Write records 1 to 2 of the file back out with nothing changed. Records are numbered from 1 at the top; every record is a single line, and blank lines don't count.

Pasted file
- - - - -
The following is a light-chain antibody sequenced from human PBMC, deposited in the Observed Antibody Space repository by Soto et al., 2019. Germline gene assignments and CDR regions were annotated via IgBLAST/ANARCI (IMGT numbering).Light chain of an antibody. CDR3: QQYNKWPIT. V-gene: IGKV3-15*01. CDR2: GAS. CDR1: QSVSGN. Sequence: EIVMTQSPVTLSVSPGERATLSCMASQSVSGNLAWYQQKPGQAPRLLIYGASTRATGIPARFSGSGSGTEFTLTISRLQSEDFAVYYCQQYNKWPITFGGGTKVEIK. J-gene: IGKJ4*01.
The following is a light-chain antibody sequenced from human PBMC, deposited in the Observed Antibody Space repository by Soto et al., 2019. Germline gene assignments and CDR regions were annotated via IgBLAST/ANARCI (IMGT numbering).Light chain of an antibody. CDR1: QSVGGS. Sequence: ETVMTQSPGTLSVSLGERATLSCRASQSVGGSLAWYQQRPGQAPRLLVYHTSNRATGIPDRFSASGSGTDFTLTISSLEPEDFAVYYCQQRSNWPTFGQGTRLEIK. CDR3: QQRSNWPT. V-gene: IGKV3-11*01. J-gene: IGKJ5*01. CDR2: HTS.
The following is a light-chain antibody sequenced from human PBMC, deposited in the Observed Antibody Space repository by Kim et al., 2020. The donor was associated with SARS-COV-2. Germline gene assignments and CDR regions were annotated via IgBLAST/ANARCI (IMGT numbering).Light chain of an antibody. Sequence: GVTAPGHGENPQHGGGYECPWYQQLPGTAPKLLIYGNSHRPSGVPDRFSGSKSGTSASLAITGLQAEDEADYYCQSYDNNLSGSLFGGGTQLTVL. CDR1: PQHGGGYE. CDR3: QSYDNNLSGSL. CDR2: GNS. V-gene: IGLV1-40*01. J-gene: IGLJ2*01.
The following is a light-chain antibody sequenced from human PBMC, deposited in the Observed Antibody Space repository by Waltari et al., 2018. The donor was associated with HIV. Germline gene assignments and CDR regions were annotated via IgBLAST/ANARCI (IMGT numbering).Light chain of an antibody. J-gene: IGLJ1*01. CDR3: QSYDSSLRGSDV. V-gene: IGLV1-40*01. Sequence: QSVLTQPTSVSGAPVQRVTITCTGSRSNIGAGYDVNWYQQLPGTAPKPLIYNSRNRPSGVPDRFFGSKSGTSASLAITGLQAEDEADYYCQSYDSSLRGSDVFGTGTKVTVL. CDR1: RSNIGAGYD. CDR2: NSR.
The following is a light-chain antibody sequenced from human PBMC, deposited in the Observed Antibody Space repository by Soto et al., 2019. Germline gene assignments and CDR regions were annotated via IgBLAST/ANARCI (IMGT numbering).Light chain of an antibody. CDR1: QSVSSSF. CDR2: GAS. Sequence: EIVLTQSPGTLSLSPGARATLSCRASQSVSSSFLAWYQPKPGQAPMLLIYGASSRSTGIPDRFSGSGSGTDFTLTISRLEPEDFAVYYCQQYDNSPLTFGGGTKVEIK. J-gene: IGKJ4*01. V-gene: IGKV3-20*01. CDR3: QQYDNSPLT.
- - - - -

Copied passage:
The following is a light-chain antibody sequenced from human PBMC, deposited in the Observed Antibody Space repository by Soto et al., 2019. Germline gene assignments and CDR regions were annotated via IgBLAST/ANARCI (IMGT numbering).Light chain of an antibody. CDR3: QQYNKWPIT. V-gene: IGKV3-15*01. CDR2: GAS. CDR1: QSVSGN. Sequence: EIVMTQSPVTLSVSPGERATLSCMASQSVSGNLAWYQQKPGQAPRLLIYGASTRATGIPARFSGSGSGTEFTLTISRLQSEDFAVYYCQQYNKWPITFGGGTKVEIK. J-gene: IGKJ4*01.
The following is a light-chain antibody sequenced from human PBMC, deposited in the Observed Antibody Space repository by Soto et al., 2019. Germline gene assignments and CDR regions were annotated via IgBLAST/ANARCI (IMGT numbering).Light chain of an antibody. CDR1: QSVGGS. Sequence: ETVMTQSPGTLSVSLGERATLSCRASQSVGGSLAWYQQRPGQAPRLLVYHTSNRATGIPDRFSASGSGTDFTLTISSLEPEDFAVYYCQQRSNWPTFGQGTRLEIK. CDR3: QQRSNWPT. V-gene: IGKV3-11*01. J-gene: IGKJ5*01. CDR2: HTS.